With environmental disasters produced or made worse by climate change driving millions of people per year from their homes, amping up a global refugee crisis that is already the worst since the Second World War, the United States is cutting its annual refugee quota to the lowest level since the program began in 1980.
“The increasingly extreme weather patterns have destroyed food and water supplies, left communities destitute, strained national and international aid resources, and fomented political instability in fragile societies in Africa, the Middle East, Asia, and Latin America,” the Los Angeles Times reports, citing international development experts. The world now has an estimated 65 million refugees, and environmental migrants are not recognized in that category under international law.
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“Climate change is the force multiplier for chronic social and environmental problems,” said Tim Ash Vie of the Climate Group.
“Weather is changing more quickly than we expected, and it will accelerate,” agreed Alice Thomas, head of the climate displacement program at Refugees International. “More and more, climate change will become the primary driver for distress migration. It undermines sustained development and the livelihoods so many have relied on for centuries or longer.”
Yet the Trump administration moved last week to reduce the number of vetted refugees it accepts each year to 30,000.
Although a warming atmosphere has brought new fishing and shipping routes in northern oceans and improved crop yields in some regions, “hurricanes in the Atlantic and typhoons in the Pacific have steadily worsened, causing devastation from North Carolina to China,” the Times notes. “In the developing world, so-called climate refugees are often swept into the ranks of economic migrants by unwelcoming, overtaxed governments—as happened with thousands of sub-Saharan and central African men and women who crossed the Mediterranean Sea to reach southern Europe.”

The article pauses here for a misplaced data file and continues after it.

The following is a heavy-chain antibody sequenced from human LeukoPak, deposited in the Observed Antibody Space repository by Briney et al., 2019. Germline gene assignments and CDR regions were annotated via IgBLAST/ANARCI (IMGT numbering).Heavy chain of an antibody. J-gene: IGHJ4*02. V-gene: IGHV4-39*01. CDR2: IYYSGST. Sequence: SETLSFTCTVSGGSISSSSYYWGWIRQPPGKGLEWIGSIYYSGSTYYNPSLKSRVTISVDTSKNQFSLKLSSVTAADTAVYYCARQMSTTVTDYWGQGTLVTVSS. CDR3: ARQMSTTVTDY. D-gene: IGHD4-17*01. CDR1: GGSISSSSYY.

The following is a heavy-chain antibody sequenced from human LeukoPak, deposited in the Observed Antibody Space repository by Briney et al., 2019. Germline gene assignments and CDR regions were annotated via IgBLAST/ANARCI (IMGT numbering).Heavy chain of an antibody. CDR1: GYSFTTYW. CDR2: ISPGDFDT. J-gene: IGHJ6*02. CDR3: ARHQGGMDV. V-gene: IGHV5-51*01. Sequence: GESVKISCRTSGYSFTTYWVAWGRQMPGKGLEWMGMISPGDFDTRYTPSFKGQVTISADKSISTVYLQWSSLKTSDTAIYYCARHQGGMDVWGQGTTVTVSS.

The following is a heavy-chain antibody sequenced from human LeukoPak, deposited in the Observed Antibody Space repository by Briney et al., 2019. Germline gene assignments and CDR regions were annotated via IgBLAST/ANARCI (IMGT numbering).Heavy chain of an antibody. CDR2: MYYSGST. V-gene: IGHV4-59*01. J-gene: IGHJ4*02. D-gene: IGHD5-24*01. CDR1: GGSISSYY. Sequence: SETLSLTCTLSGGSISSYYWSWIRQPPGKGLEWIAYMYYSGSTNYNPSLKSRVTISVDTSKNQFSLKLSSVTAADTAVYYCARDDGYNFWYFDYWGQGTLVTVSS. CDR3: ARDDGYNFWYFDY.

U.S. Institute of Peace President Nancy Lindborg said climate change “has become a nasty cocktail,” driving migration that can in turn be a trigger for violence and instability. “In Africa, herders and farmers are fighting as Lake Chad evaporates, while drought has nearly wiped out Zimbabwe’s staple crop, maize,” the Times writes. “In India, rains flooded Kerala state at record levels, while rising seas are nipping away at low-lying islands in the central Pacific.”
The Syrian civil war is also a widely-cited example of climate-fueled conflict.
With that in mind, the United Nations agreed in 2016 to provide protection, access to schooling, and other opportunities for climate refugees, and countries are on track to ratify the Global Compact for Safe, Orderly and Regular Migration in December. “Only one country has dropped out of the process so far—the U.S. under Trump,” the Times notes. “Hungary, where a right-wing backlash against immigrants is surging, has indicated it will also withdraw.”
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